Kieli, Volumes 1 and 2
written by Yukako Kabei
illustrated by Shiori Teshirogi
Eighty years ago, a brutal war over natural resources led to the creation of the Undying, a corporation of reanimated corpses robbed from the battlefield and given a “core” that makes them immortal and virtually indestructible. Now, though, is a time of peace, and the church has been hunting down and exterminating the last of these so-called “Demons of War.” The orphan girl Kieli saw this happen with her own eyes when she was a child.
But that is not the only wonder—or horror—that she has seen. She can also see spirits. Kieli’s classmates ostracize her for her strange behavior, and her only friend is the restless ghost of Becca, a girl hit and killed by a train. Becca’s mischief, in turn, gets Kieli involved in the life of Harvey, one of the last remaining Undying, who, like herself, can also see spirits. Harvey carries with him a radio possessed by the ghost of a Lance Corporal that he killed during the war, and Kieli accompanies them both to the site of that last battle, ostensibly to put the Corporal’s spirit to rest for good. Needless to say, they do not go unmolested in their travels.
The two volumes of Kieli are adapted by Shiori Teshirogi from selected segments of a longer novel series by Yukako Kabei. They feel less like a tale with a distinct beginning, middle, and end than an episodic, somewhat repetitive sequence of events that is, at best, just a prologue. Really, though, Kieli’s larger objective is not a gripping action-adventure so much as it is a melodramatic exploration of the depth of the profound emotional attachments people develop for each other. In this manner, it is the best of both the worlds of prose and sequential art: The story achieves novelistic complexity of sentiment, while the artwork is simply top-notch.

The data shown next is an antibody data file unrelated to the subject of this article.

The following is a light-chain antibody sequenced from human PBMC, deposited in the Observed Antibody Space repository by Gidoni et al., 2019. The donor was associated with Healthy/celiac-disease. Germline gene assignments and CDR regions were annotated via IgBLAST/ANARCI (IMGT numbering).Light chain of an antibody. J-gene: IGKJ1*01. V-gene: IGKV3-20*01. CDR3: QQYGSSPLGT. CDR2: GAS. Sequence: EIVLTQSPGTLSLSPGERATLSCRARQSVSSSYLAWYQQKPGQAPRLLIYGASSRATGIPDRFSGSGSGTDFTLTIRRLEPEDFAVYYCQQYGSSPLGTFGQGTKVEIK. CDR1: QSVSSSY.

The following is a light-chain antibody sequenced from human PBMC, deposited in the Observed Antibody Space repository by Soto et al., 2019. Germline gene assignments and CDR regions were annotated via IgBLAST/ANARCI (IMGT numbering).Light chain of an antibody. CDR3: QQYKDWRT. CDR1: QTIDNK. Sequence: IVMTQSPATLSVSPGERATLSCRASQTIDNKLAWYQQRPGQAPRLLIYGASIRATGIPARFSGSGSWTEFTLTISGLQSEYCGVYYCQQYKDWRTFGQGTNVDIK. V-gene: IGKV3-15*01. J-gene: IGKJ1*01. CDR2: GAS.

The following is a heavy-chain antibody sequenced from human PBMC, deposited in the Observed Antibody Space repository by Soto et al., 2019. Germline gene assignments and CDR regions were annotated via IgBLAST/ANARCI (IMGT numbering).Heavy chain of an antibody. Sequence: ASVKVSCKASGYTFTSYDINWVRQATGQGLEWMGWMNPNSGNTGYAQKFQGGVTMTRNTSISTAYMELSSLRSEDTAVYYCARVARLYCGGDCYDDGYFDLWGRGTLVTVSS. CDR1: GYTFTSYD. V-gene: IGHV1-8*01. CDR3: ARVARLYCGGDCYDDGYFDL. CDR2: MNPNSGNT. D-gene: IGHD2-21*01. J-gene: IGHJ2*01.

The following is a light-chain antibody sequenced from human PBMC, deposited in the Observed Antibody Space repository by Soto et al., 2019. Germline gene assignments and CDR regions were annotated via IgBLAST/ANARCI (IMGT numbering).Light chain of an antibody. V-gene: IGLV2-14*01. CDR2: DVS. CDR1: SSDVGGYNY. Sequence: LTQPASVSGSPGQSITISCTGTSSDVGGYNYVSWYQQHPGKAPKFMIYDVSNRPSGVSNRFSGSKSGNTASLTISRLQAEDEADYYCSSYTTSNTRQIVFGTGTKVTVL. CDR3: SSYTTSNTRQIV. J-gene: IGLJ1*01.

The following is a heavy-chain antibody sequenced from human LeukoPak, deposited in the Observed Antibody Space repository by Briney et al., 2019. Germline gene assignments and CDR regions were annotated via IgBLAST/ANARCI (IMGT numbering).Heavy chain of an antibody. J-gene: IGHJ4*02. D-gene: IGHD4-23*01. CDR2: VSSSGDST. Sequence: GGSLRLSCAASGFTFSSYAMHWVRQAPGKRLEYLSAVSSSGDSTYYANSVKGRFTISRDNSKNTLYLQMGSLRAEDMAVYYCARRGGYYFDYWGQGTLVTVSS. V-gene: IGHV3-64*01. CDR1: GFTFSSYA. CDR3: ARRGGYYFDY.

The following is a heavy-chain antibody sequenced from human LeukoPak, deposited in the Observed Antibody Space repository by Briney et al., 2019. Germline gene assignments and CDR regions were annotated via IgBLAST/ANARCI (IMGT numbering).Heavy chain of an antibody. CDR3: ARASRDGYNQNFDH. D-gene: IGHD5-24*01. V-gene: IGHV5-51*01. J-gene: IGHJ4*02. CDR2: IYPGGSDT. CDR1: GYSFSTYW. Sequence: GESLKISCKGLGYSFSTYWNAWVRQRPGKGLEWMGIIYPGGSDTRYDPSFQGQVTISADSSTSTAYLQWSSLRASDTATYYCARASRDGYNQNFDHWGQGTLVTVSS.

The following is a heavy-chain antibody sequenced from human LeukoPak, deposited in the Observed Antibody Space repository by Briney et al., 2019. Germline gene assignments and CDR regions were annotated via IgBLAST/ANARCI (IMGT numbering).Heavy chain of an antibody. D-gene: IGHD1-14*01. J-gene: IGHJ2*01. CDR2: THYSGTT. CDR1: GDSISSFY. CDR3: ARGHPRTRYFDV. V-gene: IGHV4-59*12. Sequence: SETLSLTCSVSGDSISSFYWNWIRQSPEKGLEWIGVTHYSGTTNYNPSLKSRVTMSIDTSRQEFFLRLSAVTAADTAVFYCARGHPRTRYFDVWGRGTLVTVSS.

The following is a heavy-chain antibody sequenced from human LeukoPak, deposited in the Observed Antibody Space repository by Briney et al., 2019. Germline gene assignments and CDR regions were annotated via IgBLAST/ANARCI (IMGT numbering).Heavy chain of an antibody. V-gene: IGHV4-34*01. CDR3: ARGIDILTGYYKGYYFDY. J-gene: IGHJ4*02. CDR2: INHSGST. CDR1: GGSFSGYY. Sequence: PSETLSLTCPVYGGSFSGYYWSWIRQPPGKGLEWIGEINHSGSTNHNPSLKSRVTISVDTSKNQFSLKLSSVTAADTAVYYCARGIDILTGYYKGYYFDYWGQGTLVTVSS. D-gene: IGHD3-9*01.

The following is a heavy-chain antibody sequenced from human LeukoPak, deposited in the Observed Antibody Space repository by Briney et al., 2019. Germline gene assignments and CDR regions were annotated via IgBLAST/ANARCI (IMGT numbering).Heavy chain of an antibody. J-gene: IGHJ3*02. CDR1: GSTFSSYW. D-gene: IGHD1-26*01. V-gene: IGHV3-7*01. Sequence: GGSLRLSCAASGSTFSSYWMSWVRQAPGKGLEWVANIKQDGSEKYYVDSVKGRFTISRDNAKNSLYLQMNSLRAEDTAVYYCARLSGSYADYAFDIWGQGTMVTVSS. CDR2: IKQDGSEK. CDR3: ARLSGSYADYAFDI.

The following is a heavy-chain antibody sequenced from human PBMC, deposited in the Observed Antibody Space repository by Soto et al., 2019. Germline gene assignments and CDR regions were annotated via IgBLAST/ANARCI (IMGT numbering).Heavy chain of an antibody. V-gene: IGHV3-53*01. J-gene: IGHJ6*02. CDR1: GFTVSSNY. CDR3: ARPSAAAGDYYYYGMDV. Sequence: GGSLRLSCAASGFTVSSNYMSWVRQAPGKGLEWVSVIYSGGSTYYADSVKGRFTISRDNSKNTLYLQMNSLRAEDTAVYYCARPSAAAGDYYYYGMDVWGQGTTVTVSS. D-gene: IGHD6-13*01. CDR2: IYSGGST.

Early on in the series, you learn that the Undying have no souls because their hearts were removed and replaced with machines. This concept does not translate well into English without an explanation that American publisher Yen Press does not provide: The Japanese word kokoro means both “heart” and “soul.” If the theme of Kieli could be encapsulated by a single word, kokoro would be it. Kabei’s narrative dives progressively deeper into the spiritual depths that motivate both Harvey and Kieli—the reasons why they both want to die and then, later on, the reasons they both want to live.
Teshirogi, for her part, has matched her artwork perfectly to this theme. Her panels are splendidly detailed in all particulars, capturing the horrors of warfare, the magnificence of the church cathedrals, and the hustle and bustle of small-town life with equal ease. Her characters are quite cute, almost moe, and should appeal to that readership demographic that likes the moe genre as well.
However, Kieli is most strikingly reminiscent of Makoto Shinkai’s Voices of a Distant Star, and like that contemporary classic of animation, it uses the horrors and abuses of war to enshrine the complexities and nobilities of the human spirit.